January is National Glaucoma Awareness month and awareness is vital as Glaucoma can cause vision loss without any symptoms. Scary, right?! Open-angle glaucoma, the most common form, rarely causes symptoms until it’s in an advanced stage. Hence why it’s known as the silent thief of sight.
Being proactive and getting your eyes checked regularly is incredibly important as your eye doctor can spot the signs of glaucoma like worse peripheral vision (side vision), optic nerve damage and elevated eye pressure. Let’s dive into the nitty gritty details to get a better understanding of this disorder.
So what is Glaucoma exactly?
Glaucoma’s a progressive disease of the optic nerve caused when the pressure in the eye is higher than the optic nerve can stand. Progression occurs over time and it tends to be inherited. There are many types and forms – the most common causes a patient to slowly lose their vision, starting peripherally. Patients with glaucoma rarely have complaints.
Worldwide it’s the second leading cause of irreversible blindness, impacting 6 million individuals who are blind in both eyes.
Who’s at risk of developing Glaucoma?
Anyone can get glaucoma, however some are at higher risk than others.
- African Americans
- 40+ years of age
- Family history of glaucoma
- Patients with diabetes
What can cause Glaucoma?
Glaucoma is a group of eye diseases that in most cases is due to an increased pressure in the eye. Pressure levels vary for each patient and even throughout the day. Over time, changes in pressure will cause damage to the optic nerve.
The aqueous humor or fluid is constantly produced by a tiny gland - the cilliary body. It flows between the iris and the lens, then out of the eye through a very small drain called the trabecular meshwork. When this drain becomes clogged, the fluid can’t leave the eye and the fluid causing the pressure is still being produced.
Since the eye is a closed compartment, it doesn’t overflow; instead the backed up fluid causes an increase in pressure resulting in damage to the optic nerve over time. There are two basic theories as to why excessive ocular pressure causes glaucoma.
- Vascular Theory--High pressure decreases blood flow to the optic nerve
- Physical Theory --High pressure, over time, destroys the individual nerve fibers
What symptoms might one experience?
Typically, patients don’t notice any symptoms until the late stages of the disease – usually has progressed and damaged almost 50% of the nerve tissue. Eek! That silent sight thief!
Without treatment, patients with glaucoma may find that they have reduced peripheral vision. Optic nerve damage caused by glaucoma is permanent - making it super important to seek treatment in the early stages of the disease rather than waiting until symptoms are noticed.
Most people think they have glaucoma if the pressure in their eye is high. Not always true. Whether or not you get glaucoma depends on the level of pressure that your optic nerve can tolerate without being damaged. This level is different for each person. Although normal pressure is usually said to be between 12-21 mm Hg, a person might have glaucoma if pressures fall lower than, in between, or higher than this limit.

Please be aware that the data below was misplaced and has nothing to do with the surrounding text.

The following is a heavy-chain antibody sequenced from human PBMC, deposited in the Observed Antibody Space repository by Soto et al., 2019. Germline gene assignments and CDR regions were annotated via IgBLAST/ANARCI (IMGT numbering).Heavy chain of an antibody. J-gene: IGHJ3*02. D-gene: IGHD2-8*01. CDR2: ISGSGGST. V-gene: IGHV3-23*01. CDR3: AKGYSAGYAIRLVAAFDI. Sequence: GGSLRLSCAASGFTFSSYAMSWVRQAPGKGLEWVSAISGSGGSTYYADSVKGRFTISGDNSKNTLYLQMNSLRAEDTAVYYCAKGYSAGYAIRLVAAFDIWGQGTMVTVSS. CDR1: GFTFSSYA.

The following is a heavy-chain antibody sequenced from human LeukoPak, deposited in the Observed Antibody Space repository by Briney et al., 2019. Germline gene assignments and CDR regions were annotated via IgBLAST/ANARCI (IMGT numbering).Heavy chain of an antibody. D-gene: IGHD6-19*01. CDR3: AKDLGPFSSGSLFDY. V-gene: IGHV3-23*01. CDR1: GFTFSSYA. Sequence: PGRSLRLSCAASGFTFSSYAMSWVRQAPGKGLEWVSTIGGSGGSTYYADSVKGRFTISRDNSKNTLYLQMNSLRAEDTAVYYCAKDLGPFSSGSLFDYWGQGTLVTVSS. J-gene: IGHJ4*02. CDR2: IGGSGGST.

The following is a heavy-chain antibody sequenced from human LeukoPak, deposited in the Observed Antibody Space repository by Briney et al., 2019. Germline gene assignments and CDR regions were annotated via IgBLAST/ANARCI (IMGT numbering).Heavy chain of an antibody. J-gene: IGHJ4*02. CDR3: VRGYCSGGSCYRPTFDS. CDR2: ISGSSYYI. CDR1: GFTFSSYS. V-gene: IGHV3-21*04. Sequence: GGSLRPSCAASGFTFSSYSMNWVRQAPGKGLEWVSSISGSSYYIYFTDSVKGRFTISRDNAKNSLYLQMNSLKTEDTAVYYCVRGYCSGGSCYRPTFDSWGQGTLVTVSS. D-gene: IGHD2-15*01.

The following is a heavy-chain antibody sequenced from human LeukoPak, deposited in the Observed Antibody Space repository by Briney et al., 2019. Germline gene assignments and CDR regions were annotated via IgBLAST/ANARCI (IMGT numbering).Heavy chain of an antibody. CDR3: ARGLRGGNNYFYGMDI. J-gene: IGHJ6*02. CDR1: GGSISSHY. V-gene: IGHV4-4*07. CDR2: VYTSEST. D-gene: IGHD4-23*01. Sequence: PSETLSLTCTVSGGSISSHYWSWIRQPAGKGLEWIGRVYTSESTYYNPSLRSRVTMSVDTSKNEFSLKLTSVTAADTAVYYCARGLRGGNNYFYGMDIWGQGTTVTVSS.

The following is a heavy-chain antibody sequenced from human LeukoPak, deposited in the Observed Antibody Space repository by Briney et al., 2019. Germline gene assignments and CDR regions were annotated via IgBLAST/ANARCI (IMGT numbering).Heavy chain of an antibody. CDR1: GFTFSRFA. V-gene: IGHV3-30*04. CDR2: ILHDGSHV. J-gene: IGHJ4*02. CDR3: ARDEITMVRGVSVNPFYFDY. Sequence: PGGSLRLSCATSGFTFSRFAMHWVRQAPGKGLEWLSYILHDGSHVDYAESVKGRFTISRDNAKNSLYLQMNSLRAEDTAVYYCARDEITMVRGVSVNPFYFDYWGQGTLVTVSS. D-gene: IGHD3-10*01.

What’s the process for diagnosing?
Thanks to recent advances & new studies the ability to diagnose glaucoma earlier and more accurately continues to improve. A typical evaluation should include:
- Comprehensive Dilated Eye Exam: eye exam should include dilation of the pupils and a stereoscopic view of the retina
- Gonioscopy: a lens is placed on the eye that lets the doctor evaluate the trabecular meshwork or “drain”. This is where the fluid drains into our lymphatic system.
- Pachymetry: measuring the thickness of the cornea. One of the major findings of the Ocular Hypertension Treatment Study was that if we are measuring the internal pressure of the eye through a thick cornea the pressure will measure higher then it truly is and conversely if the cornea is thin the pressure will be measured lower than it really is. To know the true intra-ocular pressure, we measure the cornea's thickness.
- Tonometry: measuring the pressure in the eye, by gently pressing on the patient's cornea
- Fundus photos : a photograph is taken of the retina and the optic nerve to help monitor for progression or changes to the nerve itself.
- Threshold Visual Field: since the primary symptom of glaucoma is a progressive decrease in peripheral vision, one of the most important tests is a visual field which detects how dim of a light a patient can detect in their peripheral vision.
- Scanning Laser Ophthalmoscopy: measures the thickness of the layer of nerve fibers leading to the optic nerve and may define the shape of the optic nerve to monitor for progression. Think of it like an ultrasound of the eye.
How is Glaucoma treated?
When diagnosed and treatment is begun, it is a lifelong disease that will require continuous treatment. We can control or slow the progression but unfortunately cannot cure it. There are many medications available, and depending on severity more than one medication may be used. If glaucoma can’t be controlled with medications other procedures, including surgery, may be considered.
Everyone over 40 should have a regular comprehensive eye exam to check for signs of glaucoma and other eye conditions. Keeping a pulse on your eye health and getting in for regular exams is your best bet for allowing yourself to see the world!